Thursday 29 September 2016

Cameron defends funding for flood prevention

Kim Ripoll London

Published 29/12/2015 | 02:30

David Cameron meeting Mountain Rescue at the edge of the floods in York, as swamped towns and cities continue to struggle against the Christmas floods. Photo: SSgt Mark Nesbit RLC (Phot)/MoD Crown Copyright/PA Wire
David Cameron meeting Mountain Rescue at the edge of the floods in York, as swamped towns and cities continue to struggle against the Christmas floods. Photo: SSgt Mark Nesbit RLC (Phot)/MoD Crown Copyright/PA Wire

David Cameron has defended funding for flood prevention amid calls for a "complete rethink" of preparations for increasingly extreme weather.

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The British Prime Minister hailed the efforts of the emergency services and volunteers on a visit to York, which was among the places inundated when rivers burst their banks over Christmas.

Victims of the floods were taking advantage of some respite from the miserable weather, but were braced for more misery, with downpours forecast for the middle of the week.

The Environment Agency (EA) still has nine "extreme" warnings in place - indicating a possible loss of life - in and around York and at Croston, south of Preston.

The government has ordered a major review of flood prevention strategy, after the latest incident saw 500 troops deployed to help clean up after thousands were evacuated and others were left without power.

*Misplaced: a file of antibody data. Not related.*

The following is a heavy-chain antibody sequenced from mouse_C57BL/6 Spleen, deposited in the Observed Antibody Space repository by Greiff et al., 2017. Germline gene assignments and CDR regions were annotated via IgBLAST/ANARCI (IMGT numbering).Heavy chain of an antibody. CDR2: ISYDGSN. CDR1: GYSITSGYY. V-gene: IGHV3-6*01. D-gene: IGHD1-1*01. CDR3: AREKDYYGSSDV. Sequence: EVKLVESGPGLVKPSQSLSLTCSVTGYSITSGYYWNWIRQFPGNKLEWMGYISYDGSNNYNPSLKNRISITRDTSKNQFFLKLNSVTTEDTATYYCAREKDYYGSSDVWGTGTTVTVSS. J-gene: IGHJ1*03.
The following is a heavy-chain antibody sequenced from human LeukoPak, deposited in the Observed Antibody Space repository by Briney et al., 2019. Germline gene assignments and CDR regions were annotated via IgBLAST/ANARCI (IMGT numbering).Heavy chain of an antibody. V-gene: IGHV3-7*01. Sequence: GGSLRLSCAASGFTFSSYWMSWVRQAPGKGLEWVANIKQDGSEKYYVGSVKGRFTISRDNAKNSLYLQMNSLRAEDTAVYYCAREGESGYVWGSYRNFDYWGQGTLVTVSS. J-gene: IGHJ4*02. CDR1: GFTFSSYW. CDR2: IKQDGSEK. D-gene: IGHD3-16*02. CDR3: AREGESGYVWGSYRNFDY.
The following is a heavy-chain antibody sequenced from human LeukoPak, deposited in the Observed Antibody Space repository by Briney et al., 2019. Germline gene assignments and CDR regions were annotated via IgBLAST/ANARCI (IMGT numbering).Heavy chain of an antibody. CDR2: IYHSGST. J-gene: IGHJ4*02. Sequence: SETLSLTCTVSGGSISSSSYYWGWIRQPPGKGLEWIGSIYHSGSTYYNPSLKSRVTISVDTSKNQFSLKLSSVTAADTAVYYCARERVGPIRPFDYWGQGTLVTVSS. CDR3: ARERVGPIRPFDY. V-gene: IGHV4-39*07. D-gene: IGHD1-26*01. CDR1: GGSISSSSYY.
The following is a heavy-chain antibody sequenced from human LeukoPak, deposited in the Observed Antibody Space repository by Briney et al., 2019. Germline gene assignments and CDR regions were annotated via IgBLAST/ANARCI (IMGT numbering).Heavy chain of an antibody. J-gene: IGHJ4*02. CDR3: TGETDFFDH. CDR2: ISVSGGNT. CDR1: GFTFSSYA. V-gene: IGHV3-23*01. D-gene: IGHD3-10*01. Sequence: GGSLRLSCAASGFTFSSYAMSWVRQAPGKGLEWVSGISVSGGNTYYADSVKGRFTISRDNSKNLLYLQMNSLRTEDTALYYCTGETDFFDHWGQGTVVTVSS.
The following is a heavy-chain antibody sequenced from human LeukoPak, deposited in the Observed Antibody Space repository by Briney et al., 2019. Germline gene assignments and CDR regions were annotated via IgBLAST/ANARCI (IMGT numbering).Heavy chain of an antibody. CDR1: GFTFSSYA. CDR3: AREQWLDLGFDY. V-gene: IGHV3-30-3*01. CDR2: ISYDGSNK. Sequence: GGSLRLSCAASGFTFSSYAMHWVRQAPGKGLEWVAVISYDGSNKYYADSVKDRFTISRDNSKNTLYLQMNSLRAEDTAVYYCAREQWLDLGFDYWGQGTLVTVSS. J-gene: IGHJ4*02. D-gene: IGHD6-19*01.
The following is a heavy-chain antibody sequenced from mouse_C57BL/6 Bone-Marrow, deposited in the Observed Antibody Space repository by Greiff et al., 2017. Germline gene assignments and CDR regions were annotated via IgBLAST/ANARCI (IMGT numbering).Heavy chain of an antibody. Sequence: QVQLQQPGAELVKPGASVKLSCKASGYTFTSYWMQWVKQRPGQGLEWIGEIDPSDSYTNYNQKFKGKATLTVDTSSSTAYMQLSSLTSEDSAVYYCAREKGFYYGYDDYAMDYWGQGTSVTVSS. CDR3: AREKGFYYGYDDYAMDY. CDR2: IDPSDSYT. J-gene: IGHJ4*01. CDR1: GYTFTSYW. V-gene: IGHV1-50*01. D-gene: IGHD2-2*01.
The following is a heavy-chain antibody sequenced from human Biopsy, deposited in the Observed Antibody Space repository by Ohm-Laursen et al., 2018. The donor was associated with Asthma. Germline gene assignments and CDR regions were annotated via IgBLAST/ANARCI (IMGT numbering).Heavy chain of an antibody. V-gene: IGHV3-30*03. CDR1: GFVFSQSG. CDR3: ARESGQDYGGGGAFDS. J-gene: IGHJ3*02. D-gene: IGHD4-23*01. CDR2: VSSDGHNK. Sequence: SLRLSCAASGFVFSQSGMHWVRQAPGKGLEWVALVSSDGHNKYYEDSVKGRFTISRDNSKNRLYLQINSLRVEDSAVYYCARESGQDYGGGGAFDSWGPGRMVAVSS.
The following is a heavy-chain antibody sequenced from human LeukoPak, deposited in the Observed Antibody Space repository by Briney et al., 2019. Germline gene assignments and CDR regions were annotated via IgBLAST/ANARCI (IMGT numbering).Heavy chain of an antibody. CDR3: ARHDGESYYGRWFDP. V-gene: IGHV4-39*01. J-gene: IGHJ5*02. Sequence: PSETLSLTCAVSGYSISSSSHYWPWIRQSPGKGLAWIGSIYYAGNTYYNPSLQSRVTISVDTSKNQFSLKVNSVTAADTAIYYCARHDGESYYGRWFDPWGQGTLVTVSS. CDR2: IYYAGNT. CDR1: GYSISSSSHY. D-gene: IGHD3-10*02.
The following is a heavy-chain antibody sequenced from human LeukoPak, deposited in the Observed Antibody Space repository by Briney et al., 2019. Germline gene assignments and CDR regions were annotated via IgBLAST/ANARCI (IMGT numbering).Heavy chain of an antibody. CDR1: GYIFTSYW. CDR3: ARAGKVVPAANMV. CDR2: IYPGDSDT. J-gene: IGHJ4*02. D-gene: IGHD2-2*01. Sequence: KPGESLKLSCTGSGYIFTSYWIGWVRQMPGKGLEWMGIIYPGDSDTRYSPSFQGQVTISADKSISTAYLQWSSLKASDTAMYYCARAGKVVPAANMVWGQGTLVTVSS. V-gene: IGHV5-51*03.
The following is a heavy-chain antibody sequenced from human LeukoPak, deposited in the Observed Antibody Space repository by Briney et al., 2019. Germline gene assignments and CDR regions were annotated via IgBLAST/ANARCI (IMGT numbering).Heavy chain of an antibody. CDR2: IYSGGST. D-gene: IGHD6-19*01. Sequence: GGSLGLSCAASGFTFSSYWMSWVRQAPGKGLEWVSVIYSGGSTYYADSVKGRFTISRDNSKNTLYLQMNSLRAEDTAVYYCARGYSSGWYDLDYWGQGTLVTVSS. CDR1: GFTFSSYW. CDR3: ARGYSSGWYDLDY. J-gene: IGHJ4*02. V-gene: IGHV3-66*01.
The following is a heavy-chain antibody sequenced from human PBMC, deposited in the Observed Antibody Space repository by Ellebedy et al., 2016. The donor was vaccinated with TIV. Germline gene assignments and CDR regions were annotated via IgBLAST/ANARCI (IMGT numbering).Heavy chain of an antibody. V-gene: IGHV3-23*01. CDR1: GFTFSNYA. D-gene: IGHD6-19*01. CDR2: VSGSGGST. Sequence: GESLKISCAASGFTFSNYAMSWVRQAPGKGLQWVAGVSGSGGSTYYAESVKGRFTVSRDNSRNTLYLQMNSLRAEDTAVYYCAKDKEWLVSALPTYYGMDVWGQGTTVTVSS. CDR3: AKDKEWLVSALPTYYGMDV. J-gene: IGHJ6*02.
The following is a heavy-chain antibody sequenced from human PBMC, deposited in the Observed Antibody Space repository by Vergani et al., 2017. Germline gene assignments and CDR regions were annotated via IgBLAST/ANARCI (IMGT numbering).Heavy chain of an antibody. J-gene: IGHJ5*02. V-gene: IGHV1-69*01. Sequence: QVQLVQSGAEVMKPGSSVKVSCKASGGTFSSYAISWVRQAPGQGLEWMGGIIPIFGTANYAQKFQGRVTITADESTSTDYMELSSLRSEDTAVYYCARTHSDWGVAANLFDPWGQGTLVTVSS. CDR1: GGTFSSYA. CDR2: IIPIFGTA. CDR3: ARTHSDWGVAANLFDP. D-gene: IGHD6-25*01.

EA deputy chief executive David Rooke said it would have to look at ways to flood-proof homes as well as traditional defences as the UK was "moving into a period of unknown extremes".

"We will need to have that complete rethink and ... move from not just providing better defences - and we have a £2.3bn programme to do that over the next six years - but looking at increasing resilience," he said.

That would include solid floors, waterproof plaster, electrics moved up the walls and better early-warning systems.

Curbs

Lord Deben, chairman of the Government's Advisory Committee on Climate Change, renewed demands for curbs on homes being built in flood-risk areas, accusing successive governments of ignoring warnings.

And the council leader in flood-hit Leeds, Judith Blake, warned of what she said was a growing perception that the north of England was getting less help with its defences than the south.

Mr Cameron rejected any suggestion of a north/south divide, insisting the government spends "more per head of the population on flood defences in the north than we do in the south".

And the £2.3bn earmarked for capital schemes to 2020 overall was more than over the previous five years, he said. "But the key thing is to spend the money where it's needed," he added.

Mr Cameron said: "We need to sit down and look at what we are planning to build, what we are planning to spend and see if more can be done."

Irish Independent

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